The contents of this record have been generated from a legacy data system.

Legacy System number:
Legacy System:


This building is listed under the Planning (Listed Buildings and Conservation Areas) Act 1990 as amended for its special architectural or historic interest.

End of official listing

Images of England

Images of England was a photographic record of every listed building in England, created as a snap shot of listed buildings at the turn of the millennium. These photographs of the exterior of listed buildings were taken by volunteers between 1999 and 2008. The project was supported by the Heritage Lottery Fund.

Date: 03 Sep 2004
Reference: IOE01/12462/23
Rights: Copyright IoE Mr Richard F Lloyd. Source Historic England Archive
Archive image, may not represent current condition of site.
To view this image please use Firefox, Chrome, Safari, or Edge.

Your Contributions

Do you know more about this entry?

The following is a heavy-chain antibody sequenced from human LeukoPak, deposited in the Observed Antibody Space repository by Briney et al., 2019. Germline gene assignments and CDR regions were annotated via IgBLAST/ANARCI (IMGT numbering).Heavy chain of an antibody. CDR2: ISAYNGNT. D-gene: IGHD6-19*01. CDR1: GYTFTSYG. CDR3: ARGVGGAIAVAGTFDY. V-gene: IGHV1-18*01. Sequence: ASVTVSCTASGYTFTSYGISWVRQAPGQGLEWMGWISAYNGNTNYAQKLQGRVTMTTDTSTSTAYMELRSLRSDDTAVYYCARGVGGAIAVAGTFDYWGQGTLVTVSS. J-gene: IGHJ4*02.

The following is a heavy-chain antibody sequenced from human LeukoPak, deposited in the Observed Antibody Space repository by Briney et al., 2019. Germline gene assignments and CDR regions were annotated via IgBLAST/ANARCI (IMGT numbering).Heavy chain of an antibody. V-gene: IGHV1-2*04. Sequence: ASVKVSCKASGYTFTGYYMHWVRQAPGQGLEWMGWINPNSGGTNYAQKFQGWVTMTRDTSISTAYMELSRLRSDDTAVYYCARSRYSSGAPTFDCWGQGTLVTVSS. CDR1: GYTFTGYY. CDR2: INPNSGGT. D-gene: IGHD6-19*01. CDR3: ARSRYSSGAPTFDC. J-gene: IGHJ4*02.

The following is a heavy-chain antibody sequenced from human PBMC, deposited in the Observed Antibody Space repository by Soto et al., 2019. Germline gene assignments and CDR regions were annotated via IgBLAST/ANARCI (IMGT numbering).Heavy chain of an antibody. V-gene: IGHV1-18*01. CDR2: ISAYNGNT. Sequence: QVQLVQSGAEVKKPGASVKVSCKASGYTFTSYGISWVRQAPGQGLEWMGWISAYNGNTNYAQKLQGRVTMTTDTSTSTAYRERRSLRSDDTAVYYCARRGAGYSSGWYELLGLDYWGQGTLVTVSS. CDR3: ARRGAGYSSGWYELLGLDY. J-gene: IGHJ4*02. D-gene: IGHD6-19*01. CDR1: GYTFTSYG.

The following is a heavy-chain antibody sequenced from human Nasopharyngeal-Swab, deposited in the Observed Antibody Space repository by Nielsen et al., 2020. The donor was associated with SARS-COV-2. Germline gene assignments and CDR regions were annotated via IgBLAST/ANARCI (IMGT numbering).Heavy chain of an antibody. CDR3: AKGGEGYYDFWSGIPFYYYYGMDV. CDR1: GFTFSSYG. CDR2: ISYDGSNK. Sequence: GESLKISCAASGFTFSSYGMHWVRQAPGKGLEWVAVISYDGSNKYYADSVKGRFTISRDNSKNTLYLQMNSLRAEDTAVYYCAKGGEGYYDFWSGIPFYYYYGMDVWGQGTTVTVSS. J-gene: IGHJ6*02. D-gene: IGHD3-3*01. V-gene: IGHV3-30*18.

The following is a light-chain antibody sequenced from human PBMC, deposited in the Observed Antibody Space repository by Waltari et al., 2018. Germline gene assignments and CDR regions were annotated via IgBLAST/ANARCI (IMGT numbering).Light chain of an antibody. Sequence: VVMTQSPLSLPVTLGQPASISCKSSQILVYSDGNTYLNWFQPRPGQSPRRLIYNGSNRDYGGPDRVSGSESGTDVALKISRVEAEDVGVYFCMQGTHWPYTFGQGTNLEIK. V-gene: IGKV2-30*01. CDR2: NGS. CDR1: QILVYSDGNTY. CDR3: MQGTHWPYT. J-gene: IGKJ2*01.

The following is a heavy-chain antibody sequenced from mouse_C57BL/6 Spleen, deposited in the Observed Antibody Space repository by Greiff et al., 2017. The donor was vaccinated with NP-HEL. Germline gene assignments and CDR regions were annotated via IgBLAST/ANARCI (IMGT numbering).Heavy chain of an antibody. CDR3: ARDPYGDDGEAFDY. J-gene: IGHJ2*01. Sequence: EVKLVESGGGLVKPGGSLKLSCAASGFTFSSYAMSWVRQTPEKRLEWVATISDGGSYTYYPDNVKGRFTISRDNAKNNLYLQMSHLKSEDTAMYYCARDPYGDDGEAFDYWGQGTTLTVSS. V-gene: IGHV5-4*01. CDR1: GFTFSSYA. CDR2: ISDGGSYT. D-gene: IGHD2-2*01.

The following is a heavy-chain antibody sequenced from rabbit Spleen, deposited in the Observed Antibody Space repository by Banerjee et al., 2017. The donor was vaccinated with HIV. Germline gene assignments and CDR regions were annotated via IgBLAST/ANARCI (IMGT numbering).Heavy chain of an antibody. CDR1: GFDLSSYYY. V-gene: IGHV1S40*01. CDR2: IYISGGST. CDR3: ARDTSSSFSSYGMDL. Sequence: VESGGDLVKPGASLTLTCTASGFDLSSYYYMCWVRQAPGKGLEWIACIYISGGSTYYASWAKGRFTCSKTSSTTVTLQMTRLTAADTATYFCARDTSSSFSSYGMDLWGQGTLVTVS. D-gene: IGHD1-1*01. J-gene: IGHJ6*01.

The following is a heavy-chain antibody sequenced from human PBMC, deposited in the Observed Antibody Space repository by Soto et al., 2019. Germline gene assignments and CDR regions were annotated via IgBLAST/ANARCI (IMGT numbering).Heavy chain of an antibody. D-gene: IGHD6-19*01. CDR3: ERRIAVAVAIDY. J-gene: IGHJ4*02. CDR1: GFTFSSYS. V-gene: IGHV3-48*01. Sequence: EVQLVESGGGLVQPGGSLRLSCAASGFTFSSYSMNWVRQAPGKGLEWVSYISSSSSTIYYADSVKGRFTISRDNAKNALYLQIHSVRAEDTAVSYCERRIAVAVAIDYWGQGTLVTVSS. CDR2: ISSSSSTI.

The following information has been contributed by users volunteering for our Enriching The List project. For small corrections to the List Entry please see our Minor Amendments procedure.

The information and images below are the opinion of the contributor, are not part of the official entry and do not represent the official position of Historic England. We have not checked that the contributions below are factually accurate. Please see our terms and conditions. If you wish to report an issue with a contribution or have a question please email [email protected].